My mom, however, doesn't think of such things. But she will never encounter those problems anyway because she's not a tech geek and never heard of AndroidGuys.com. She doesn't even know what a blog is. If her mobile is slow or crashes than that's not her fault actually. At least she wouldn't feel guilty in any way ;-)

    The key to success of a platform is to get both the consumer and the prosumer. iPhone definitely does a better job here but the Android platform hasn't reached full speed yet. And it was always one of Google's tactics to get the prosumer first because in the end of the day the prosumer ("you") is the one telling the consumer ("your mom", "your neighbor", etc.) what to buy. Just let's give the platform another 6 to 12 months and watch all the Motorola Blurs and HTC Senses user interface evolute to a real consumer friendly system.

  • http://intensedebate.com/people/jiltedcitizen jiltedcitizen

    I agree with this article. I do not want the OS deciding that I can only run 1 app or what to close. I just want it easier to switch between apps and to be able to close the ones I want easier. Maybe like WebOS? Say I want to check Facebook with the app, but then want to close it, I should be able to do that with out having to open another program, waiting for it to load then killing it.

  • http://intensedebate.com/people/amwmedia Andrew Worcester

    If Android was a little more aggressive with killing unused apps BEFORE resources became scarce, wouldn't that help the issue? Like if the OS always tried to keep 20% ram available and limited the CPU usage of apps running in the background. Then those limits and settings could be made available to the user in an Advanced Settings menu for prosumers. Maybe I misunderstand the problem. Not an Android user yet, but the Moto Droid will change all of that soon enough.

    – Andrew

  • Richard Garnett

    This is no different than my WinMo phone that also left all apps running causing slowness. The close button (X) setting could and was changed to close apps, not minimize them. If I wanted an app running, I'd use the minimize from the close button, or minimize all to see the home screen. And I taught non-techy people to do the same, it is easy as long as there is a one stop place to make such memory changes/kill apps. On Nov 6th, I'll have to re-teach them all on the Droid.

    • Tom

      Agree. Windows Mobile is the first thing that came to mind when I read this article. Ultimately, Google wants Android to be adopted by the mass market – that's not us (the one's reading tech blogs like this :) To do that, they need to streamline the OS alot more. I'm honestly concerned they did not remedy this before going after the mass market with Droid. I think alot of new, non-techie owners are going to experience slow downs over time and return the phone.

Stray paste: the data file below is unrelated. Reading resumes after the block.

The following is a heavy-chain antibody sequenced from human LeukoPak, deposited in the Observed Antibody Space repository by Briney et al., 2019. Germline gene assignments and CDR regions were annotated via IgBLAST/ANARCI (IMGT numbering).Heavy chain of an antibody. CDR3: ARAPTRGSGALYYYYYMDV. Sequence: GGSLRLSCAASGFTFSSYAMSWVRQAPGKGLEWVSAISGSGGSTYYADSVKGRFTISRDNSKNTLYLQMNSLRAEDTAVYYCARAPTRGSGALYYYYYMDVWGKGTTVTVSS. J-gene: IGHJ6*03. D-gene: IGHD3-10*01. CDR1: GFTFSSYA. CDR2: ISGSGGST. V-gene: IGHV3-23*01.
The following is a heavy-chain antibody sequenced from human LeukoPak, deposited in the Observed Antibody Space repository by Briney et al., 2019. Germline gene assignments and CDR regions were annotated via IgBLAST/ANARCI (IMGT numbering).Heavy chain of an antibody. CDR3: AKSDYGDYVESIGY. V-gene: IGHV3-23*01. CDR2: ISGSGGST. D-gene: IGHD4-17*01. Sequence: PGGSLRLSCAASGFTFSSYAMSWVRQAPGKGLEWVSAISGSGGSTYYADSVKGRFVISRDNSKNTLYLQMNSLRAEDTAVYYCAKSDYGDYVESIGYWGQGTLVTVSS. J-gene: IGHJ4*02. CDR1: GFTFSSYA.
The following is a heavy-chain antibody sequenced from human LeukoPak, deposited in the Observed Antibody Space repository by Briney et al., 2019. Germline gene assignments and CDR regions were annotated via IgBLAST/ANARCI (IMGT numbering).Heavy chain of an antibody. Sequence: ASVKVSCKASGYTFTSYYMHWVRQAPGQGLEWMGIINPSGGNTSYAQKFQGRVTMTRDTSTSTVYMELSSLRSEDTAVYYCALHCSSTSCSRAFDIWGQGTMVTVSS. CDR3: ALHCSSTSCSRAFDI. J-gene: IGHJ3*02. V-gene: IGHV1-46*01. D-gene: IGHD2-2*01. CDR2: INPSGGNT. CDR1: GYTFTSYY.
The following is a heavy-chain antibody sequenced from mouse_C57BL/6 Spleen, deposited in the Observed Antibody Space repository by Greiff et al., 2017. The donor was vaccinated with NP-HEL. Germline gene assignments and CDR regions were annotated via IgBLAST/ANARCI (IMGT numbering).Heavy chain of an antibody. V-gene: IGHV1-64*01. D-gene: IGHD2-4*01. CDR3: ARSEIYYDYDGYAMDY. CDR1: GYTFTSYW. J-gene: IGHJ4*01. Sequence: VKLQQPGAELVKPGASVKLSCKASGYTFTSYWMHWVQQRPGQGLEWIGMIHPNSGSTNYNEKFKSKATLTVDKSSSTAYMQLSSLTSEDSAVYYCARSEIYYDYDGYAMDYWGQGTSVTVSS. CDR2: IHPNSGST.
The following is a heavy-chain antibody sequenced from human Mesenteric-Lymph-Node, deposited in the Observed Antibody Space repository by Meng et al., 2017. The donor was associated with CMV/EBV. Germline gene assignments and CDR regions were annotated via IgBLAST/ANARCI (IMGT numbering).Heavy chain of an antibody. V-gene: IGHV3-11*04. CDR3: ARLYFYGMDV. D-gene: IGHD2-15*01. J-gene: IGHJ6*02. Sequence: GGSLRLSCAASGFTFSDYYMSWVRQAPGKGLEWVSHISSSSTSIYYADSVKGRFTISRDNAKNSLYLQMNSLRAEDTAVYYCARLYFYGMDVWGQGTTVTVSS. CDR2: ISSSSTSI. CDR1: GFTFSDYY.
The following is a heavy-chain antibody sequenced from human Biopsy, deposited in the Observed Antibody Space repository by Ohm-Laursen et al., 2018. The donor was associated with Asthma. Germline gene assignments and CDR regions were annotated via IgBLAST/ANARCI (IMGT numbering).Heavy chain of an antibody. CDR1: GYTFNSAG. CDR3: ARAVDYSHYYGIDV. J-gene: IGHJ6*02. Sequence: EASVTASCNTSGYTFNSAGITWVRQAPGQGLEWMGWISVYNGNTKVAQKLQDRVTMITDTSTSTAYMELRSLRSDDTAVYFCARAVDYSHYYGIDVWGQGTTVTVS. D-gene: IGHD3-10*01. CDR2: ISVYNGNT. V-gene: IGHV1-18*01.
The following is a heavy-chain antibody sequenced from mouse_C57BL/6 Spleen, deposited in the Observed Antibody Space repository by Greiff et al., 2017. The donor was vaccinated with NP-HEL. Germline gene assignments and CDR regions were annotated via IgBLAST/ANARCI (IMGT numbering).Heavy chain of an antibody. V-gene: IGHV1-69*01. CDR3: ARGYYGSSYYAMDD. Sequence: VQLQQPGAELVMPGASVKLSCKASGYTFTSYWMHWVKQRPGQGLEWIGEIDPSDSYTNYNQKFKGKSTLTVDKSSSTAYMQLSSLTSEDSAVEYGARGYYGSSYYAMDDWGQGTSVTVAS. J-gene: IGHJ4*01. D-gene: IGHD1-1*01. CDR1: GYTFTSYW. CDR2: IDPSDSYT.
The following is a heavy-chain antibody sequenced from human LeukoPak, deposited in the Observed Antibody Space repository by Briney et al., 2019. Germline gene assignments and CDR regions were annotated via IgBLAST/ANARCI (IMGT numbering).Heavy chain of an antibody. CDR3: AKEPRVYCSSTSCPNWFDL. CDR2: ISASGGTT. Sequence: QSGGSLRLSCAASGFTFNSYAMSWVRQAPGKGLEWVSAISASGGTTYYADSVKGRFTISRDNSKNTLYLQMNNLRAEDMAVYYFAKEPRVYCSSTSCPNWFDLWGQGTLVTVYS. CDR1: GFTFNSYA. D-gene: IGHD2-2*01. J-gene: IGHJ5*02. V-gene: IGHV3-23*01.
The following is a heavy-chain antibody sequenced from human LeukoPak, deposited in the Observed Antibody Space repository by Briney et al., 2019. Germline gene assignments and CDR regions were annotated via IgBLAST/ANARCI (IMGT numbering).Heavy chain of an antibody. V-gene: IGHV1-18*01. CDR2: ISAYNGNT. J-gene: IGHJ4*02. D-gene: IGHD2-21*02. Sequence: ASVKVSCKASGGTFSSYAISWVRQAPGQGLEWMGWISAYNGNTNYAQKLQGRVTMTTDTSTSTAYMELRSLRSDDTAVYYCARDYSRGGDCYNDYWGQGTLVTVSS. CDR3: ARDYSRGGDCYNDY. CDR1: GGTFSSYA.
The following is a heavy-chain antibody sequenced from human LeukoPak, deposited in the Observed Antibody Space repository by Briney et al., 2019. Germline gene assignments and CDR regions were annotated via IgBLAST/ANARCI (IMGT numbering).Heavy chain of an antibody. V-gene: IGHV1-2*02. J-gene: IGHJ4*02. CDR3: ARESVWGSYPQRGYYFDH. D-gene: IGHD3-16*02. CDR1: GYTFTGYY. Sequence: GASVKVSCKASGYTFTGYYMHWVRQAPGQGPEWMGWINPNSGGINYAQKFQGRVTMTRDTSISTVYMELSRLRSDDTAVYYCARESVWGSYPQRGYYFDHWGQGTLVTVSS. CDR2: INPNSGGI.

Android will get to the masses but it will take time. It's a long way. Apple proved "normal" consumers will adopt technology faster if it's dead simple to use – EVEN if it lacks features. "Easy-to-use" will always beat out "feature-heavy" when you're talking mass-market consumer.

  • Valerie

    I migrated from WinMo 6.1 to Android when the MyTouch came out, and I couldn't be happier. But, I rooted my phone and my apps are on the SD Card. Ideally, the average consumer should be able to do that without having to root the phone. Also, I run Cyanogen's ROMS that are WAY faster than the stock ROM, which makes me wonder what Cyanogen is able to do that the Android team isn't doing. My phone is fast, does everything I want, and has a bunch of apps installed.

    @André: I'm a Mom, but I get your point. People who aren't technical types should just stick with the simpler phones.

    That leads me to another point: Why do phone consumers only have two flavors? We either have total geek-phones that are too complex for the non-techies, or we have phones that are just for talking and not good for much else. Someone should make a basic smartphone that just synchronizes your calendar, contacts and tasks and gives alerts for reminders and appointments. I'm the techie in my family – my husband and kids are not. I wish they could have simple phones to which I could just push the google calendars, etc. (and for which a full data plan would not be needed, of course).

    • David

      Valerie – to point two, I'd say that the iPhone is that middle-of-the-road device. It's more powerful than your typical phone, but Apple and the OS itself control your usage in ways that keep you from getting yourself in too much trouble.